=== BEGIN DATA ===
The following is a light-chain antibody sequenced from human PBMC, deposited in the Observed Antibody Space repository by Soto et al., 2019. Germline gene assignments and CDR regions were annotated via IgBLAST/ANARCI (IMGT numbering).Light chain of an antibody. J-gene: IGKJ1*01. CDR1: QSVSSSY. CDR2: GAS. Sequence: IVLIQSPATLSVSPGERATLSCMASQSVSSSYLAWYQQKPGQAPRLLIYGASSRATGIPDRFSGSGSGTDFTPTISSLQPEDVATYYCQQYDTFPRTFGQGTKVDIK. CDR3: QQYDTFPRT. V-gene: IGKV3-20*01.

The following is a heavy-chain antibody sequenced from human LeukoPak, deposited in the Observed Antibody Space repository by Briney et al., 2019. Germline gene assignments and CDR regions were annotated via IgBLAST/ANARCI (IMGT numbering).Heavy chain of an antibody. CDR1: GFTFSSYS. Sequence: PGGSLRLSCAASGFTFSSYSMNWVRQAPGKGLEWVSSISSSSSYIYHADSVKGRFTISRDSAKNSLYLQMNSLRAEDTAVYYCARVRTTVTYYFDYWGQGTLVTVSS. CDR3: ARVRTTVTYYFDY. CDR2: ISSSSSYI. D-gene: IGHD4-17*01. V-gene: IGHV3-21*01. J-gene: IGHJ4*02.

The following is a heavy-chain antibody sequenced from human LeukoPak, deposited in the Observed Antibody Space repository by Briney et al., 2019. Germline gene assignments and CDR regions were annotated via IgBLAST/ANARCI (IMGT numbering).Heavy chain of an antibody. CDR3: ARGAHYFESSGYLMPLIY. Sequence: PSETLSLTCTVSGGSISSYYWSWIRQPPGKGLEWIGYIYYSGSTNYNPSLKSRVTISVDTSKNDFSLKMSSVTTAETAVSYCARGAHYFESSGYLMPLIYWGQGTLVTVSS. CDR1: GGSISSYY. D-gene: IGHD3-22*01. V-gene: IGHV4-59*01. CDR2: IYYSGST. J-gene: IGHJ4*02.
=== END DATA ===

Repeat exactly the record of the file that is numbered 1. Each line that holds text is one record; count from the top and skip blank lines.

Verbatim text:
The following is a light-chain antibody sequenced from human PBMC, deposited in the Observed Antibody Space repository by Soto et al., 2019. Germline gene assignments and CDR regions were annotated via IgBLAST/ANARCI (IMGT numbering).Light chain of an antibody. J-gene: IGKJ1*01. CDR1: QSVSSSY. CDR2: GAS. Sequence: IVLIQSPATLSVSPGERATLSCMASQSVSSSYLAWYQQKPGQAPRLLIYGASSRATGIPDRFSGSGSGTDFTPTISSLQPEDVATYYCQQYDTFPRTFGQGTKVDIK. CDR3: QQYDTFPRT. V-gene: IGKV3-20*01.